Research on Chinese Underground Banks 3. The Central Role of Dialect-based Networks 11. Re-emergence of Chinese Underground Banks in Mainland China: State Policy and the Financial Environment 6. Research on Chinese Underground Banks 3. The research was funded by the Ministry of Justice of The Netherlands. Regulators need to be cautious and avoid ethnocentric approaches that may bring about counter-productive effects with respect to economic development and crime control. Interviews with Fujianese illegal immigrants in this study show that underground banks in the U.
It concludes with some policy implications. Abstract: This unique study explores the relationship between informal financial systems, illegal migration and human smuggling. Bibliography Includes bibliographical references pages 146-155 and index. The Main Clientele of Underground Banks 9. The evidence generated from this research provides support for the illegal enterprise perspective. Illegal enterprise—defined as the sale of illegal goods and services to customers who know that the goods or services are illegal—has long been a central part of the American underworld, but it has received little attention as a separate criminological category. The primary source of data came from in-depth interviews with thirty illegal immigrants in New York City and Philadelphia.
This paper outlines how informal transfer systems operate, and points to the difficulties inherent in investigating and regulating them. Information found in police records presents limited evidence concerning these activities. The propositions that summarize the different parts of the discussion attempt to move these concepts beyond sensitizing generalities to hypothesis-like statements that can guide future research. Moreover, the book addresses the important question: is the Chinese underground banking system an integral part of organized crime, or is it a new type of ethnic-specific illegal enterprise? The primary source of data came from in-depth interviews with thirty illegal immigrants in New York City and Philadelphia. Re-emergence of Chinese Underground Banks in Mainland China: State Policy and the Financial Environment -- 6. Needless to say, the perspec-tives of the clients of underground banks have rarely found a place in scholarly examination or in news reports. The financing of the illegal immigration process, however, is a vastly under explored area.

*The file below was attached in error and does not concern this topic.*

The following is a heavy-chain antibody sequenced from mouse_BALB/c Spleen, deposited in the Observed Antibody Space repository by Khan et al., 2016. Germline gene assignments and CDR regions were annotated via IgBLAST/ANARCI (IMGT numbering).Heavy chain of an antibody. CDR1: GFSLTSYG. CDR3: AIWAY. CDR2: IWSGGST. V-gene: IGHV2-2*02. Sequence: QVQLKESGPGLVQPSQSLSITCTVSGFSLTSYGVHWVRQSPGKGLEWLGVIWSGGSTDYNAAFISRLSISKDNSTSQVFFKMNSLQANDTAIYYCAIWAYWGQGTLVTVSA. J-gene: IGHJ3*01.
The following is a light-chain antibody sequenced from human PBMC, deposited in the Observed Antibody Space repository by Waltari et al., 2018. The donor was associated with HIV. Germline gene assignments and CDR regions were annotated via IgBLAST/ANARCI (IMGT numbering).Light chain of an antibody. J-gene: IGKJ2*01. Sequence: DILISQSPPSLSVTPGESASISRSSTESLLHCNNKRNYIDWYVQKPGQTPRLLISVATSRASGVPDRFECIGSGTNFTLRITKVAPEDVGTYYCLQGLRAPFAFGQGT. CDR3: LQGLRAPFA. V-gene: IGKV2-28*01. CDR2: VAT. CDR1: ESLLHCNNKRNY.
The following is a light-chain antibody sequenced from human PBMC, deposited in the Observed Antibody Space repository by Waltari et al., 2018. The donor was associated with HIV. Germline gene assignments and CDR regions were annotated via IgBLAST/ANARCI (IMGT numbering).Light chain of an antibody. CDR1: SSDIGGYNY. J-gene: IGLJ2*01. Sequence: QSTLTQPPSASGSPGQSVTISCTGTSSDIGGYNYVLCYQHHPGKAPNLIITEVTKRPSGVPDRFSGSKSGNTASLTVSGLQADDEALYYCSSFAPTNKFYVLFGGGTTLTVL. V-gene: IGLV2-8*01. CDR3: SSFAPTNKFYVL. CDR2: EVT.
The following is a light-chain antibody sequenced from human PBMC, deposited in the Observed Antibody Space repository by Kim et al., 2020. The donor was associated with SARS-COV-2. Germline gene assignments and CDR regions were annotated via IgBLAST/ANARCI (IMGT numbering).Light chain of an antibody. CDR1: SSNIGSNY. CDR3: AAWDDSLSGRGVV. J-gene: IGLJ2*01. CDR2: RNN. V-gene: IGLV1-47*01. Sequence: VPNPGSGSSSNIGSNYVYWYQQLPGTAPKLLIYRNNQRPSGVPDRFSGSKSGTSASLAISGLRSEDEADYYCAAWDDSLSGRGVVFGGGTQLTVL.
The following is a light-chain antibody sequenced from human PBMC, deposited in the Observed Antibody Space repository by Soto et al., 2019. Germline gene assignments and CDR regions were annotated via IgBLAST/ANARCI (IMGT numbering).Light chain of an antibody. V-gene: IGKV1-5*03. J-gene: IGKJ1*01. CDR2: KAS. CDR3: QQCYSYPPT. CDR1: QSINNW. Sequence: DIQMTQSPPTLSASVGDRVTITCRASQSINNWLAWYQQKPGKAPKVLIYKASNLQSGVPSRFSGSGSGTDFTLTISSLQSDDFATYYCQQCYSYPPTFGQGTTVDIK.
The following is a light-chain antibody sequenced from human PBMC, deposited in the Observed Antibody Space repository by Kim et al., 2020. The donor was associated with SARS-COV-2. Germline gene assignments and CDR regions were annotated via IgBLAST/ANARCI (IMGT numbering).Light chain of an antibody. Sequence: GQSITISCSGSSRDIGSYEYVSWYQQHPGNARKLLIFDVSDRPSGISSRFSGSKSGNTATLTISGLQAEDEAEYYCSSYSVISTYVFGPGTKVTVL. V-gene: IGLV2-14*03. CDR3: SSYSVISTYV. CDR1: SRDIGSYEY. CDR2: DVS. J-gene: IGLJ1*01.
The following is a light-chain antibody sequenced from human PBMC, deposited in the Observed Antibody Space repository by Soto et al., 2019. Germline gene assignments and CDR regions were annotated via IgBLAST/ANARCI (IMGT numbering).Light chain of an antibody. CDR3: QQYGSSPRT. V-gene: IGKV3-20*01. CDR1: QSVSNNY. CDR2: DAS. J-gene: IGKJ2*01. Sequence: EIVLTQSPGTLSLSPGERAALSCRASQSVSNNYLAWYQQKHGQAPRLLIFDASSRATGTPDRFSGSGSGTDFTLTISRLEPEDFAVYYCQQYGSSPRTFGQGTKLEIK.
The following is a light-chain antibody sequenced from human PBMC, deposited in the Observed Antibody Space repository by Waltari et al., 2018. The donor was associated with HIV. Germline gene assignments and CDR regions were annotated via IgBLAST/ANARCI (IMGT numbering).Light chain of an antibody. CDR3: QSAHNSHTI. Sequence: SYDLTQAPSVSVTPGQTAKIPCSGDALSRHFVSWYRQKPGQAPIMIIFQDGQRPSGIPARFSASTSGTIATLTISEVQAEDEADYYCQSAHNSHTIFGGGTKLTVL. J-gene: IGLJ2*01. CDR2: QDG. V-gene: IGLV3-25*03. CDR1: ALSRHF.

The evidence generated from this research provides support for the illegal enterprise perspective. Illegal Immigrants' Use of Underground Banks 12. Organized Crime or Illegal Enterprises 2. They served as a preferred means of fund transfers among Chinese illegals due to the unique service they offered, not necessarily because of the clients' illegal status, or coercive means by smuggling groups. Zapraszamy do zapoznania się z nowościami wydawnictwa Palgrave Macmillan.
The Shift Away from the Use of Underground Banks in Remittance Flows 13. The Main Clientele of Underground Banks 9. The Main Clientele of Underground Banks -- 9. This first qualitative study draws firsthand evidence from interviews made both in mainland China and in the United States. The operation of underground banks in China has been prohibited since 19981 and has been considered illegal in some states of the U.